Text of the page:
• Relieving stress Make time for yourself — Making some me Do something creative — Do some leisurely time is also important. Get a pedicure, listening painting. It doesn’t matter how it turns out as to some music, take a bubble bath or long long as you are enjoying yourself. Writing can shower. You could also take up a hobby if you alleviate stress as well. Keep a journal (perhaps have time available—something you can do in different from your stress journal), write a your spare time, like photography, doing a letter to a friend, or start a blog as an outlet to puzzle, or gardening. Reading can also help express your thoughts and emotions. your mind and body slow down and concentrate on something else for awhile. Spend time with family or friends — Don’t seclude yourself from other people. Getting Sleep — Getting more rest has been proven to together, even for something quick like lunch boost productivity and generally makes for a (you have to eat anyway!), relieves tension and happier person. It lets your mind and body usually puts you in a better mood. Go out to a relax and rejuvenate. Cutting back on sleep movie or do shopping with a friend, or play a definitely has negative affects. If you’re really board game with your family. Spending even a pressed for time, even just a quick cat nap or small amount of time with others allows you to lying down and closing your eyes for a few focus on someone and something else for a minutes helps. little while. “...Effective stress relievers are essential in restoring inner peace and physical health.” — Elizabeth Scott, M.S.
  • Advice from a counselor Pastor Matt Manning, marriage counselor Matt works at Crossroads Church as assistant pastor and marriage counselor, with his Masters of Divinity from Southern Seminary. He is also is happily married and has a fourteen-month-old son named Theo. Me: What is your approach to counseling? Matt: My approach to counseling is pretty simple. I try to take people where they are and help them discover there is a better way. We can always handle money better, relationships better, stress better, and God speaks to a lot of those issues. It is when people realize what they should/could do then act on it.
  • Advice from a counselor Me: What would you say is the largest contributor to stress for those you counsel? Matt: In the people I see there are usually three main stresses: Other people—people are always worried about others; money; and lack of communication. Lack of communication is a big cause of stress in any relationship. Stress tends to blow things out of proportion...In marriage, 80% of the time it is not being able to communicate with your spouse. When people talk about things, it relieves a lot of what they are dealing with. Me: What stresses you out the most, and how do you deal with it? Matt: I feel the negative side [of stress] when I start to forget things, which in turn frustrates me, and then I am an irritable person. In short I get moody and short with people. My personal way of handling stress is to be organized. It is also the advice I give to others. If I control what I can, then I everything else just happens. For example, I know how much money comes in every month so I just plan for it. I know how much time is expected for me at home and work so I make that time happen. At the end of the day we can only control what we can.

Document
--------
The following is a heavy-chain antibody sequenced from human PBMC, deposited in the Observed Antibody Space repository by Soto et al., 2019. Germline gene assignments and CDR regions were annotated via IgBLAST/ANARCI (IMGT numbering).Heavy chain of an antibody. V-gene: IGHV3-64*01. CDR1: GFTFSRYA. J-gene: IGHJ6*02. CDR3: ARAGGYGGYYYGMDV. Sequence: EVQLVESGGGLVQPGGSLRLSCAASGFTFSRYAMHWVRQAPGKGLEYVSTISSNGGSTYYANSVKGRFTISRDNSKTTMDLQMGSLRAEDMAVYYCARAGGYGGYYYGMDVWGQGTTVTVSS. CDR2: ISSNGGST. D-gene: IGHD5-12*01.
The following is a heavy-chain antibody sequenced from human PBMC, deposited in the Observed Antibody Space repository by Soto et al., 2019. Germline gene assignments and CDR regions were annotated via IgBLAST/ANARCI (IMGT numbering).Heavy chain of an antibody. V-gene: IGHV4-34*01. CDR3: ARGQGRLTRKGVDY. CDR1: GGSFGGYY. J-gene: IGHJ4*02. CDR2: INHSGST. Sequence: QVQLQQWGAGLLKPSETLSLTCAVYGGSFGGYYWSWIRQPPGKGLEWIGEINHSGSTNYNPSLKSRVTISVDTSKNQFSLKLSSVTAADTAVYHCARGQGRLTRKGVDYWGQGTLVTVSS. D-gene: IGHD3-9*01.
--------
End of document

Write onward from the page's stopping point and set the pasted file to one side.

• A nursing student’s Advice Bekah Nichols, nursing student Bekah is a nursing student at CU Denver who is planning to go into hospice care when she graduates. Right now she is taking some time off from school to raise her seven-month-old daughter Hannah. Me: What do you feel is the biggest cause of stress? Bekah: Stress can cause a lot of health Me: How do you know when you’re problems. People who are long-termed stressed? What do you do about it? stressed typically live short lives. People need to learn how to maintain a better schedule, to Bekah: When I’m stressed I often don’t even balance between priorities. realize I am stressed about something, that is, until I start snapping at other people or Bekah: Go for a walk or light a scented avoiding my responsibilities. But in the end, I candle. to help you relax. On a side note: take a bubble bath and everything works holding a baby usually makes you happier!” itself out.
  • From my point of view Delilah Hinman, student and freelancer I am an English Writing major with an emphasis in Teaching ESL, and am hoping to finally graduate by spring of next year after six years of college. I work part-time as a web administrator at a local non-profit and also run a freelance web design studio on the side. I wanted to research this topic because I can be a rather stressed person. Most of my stress tends to come from my perfectionist, type A personality, whether from work or school. Sometimes I judge myself too harshly and can be quite serious. To combat this self-critical nature I enjoy writing in my journal, listening to acoustic guitar music, and experimenting in the kitchen (http://eatables.org).